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The irony of Sebrof's post shouted loud and clear, but there is a message there. To get the message you have to forget about any altruistic intent. The fact that colonialism was beneficial is difficult to argue against, but the benefit was a by-product of where the substantial benefit was enjoyed, nevertheless, it was real.

 

There was a letter to a newspaper (can't remember which one) written by a Nigerian who had visited South Africa and his basic argument was that if colonial (or apartheid) powers had hung around a little longer in Nigeria then it may be in better shape than it is now. But what happened in Nigeria, Kenya, Zimbabwe etc. was that the white control just uppped and left, whereas, in South Africa it was a more controlled handover of power (and responsibility) to the indigenous. I don't support apartheid or colonialism, but there is an argument that a more organic dismantling of the old regimes is more beneficial than the UDI/coup/revolution type approach as the latter seems to be riven with opportunities for corruption and poor governance.

 

Bringing the debate back to the IOM, do we really have fears of an Idi Amin here? We have had centuries of experience of dealing with our lot. We have a government machine in place (some may not like just how it works, but it does), we have the democracy (if they can be shaken out of their armchairs on polling night) and we have the external relations (perhaps a little too shy and hiding behind the UK's apron). So, really, the step of independence wouldn't be that difficult. The big question is whether it would be beneficial.

 

Chief Minister refused to even contemplate abrogation in Keys Q's today.

 

Was also interested in Bernard Moffatt's comments today that 5000 union members in the IOM should be lobbying their head offices to put pressure on Downing Street. BM said that if 5000 union workers in the NW of England were threatened by this kind of funding cut, Tony Woodley would be on telly screaming about it. Every little helps - maybe?

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Was also interested in Bernard Moffatt's comments today that 5000 union members in the IOM should be lobbying their head offices to put pressure on Downing Street. BM said that if 5000 union workers in the NW of England were threatened by this kind of funding cut, Tony Woodley would be on telly screaming about it. Every little helps - maybe?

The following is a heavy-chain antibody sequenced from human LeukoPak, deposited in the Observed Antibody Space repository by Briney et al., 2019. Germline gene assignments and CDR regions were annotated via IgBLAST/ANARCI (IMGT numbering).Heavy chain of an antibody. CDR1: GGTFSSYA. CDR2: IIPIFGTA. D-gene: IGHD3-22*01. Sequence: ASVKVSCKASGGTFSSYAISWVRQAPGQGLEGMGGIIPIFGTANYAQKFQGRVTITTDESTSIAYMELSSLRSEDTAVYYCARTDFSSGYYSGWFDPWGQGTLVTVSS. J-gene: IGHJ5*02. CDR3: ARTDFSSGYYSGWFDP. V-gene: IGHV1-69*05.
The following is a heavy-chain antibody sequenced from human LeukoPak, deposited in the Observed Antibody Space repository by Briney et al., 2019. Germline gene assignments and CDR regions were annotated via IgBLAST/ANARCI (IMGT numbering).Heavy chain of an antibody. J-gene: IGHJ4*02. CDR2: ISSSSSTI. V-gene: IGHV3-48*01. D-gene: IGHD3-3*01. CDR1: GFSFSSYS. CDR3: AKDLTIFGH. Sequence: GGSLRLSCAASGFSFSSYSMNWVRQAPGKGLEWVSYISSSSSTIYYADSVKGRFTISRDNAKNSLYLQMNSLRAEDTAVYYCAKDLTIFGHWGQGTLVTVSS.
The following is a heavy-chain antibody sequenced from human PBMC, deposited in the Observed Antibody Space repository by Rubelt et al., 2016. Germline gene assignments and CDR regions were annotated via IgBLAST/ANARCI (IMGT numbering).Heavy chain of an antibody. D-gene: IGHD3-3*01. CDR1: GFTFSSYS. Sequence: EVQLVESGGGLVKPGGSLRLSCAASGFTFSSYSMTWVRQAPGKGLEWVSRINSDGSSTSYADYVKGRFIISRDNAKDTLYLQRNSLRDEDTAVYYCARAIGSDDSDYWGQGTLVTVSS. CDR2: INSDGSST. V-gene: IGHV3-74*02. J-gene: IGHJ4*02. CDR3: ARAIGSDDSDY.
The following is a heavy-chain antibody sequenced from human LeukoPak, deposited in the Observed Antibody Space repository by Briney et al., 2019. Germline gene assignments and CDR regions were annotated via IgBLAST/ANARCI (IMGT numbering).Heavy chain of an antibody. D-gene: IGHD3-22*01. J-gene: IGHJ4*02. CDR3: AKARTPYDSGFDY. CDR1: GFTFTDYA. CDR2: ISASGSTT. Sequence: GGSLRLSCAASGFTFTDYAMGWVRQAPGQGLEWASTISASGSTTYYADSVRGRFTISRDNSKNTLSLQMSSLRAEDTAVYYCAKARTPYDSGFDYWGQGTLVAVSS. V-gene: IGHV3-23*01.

Maybe Bernie should also tell them we've been paying people £30k a year to drive buses for years with full pensions and see if other Prospect members in the NW give a toss about layoffs then as those jobs were sub contracted out at shit pay no benefits rates to Poles years ago in the UK. The fact is many government employees have been lucky and over paid for years.

 

Pure desperation I'm afraid.

 

The private sector have been shitting themselves about jobs for 2 years. Welcome to the club.

Edited by thesultanofsheight

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Was also interested in Bernard Moffatt's comments today that 5000 union members in the IOM should be lobbying their head offices to put pressure on Downing Street. BM said that if 5000 union workers in the NW of England were threatened by this kind of funding cut, Tony Woodley would be on telly screaming about it. Every little helps - maybe?

 

thing is and the way i look at it,

and im going from other ppls figures thay wrote on fag packets,

if the uk still think there paying us 100million more than thay should, dont you think its prob not a good idea to shout about it,

if it went on tv etc or got major public views, all the uk govenment would come out with is well if you want to be like that we just knock the other 100million off,

 

 

while its a total bugger to have happined sometimes its best not to bite the hand that feeds you, because the uk is still feeding us more cash than we should get,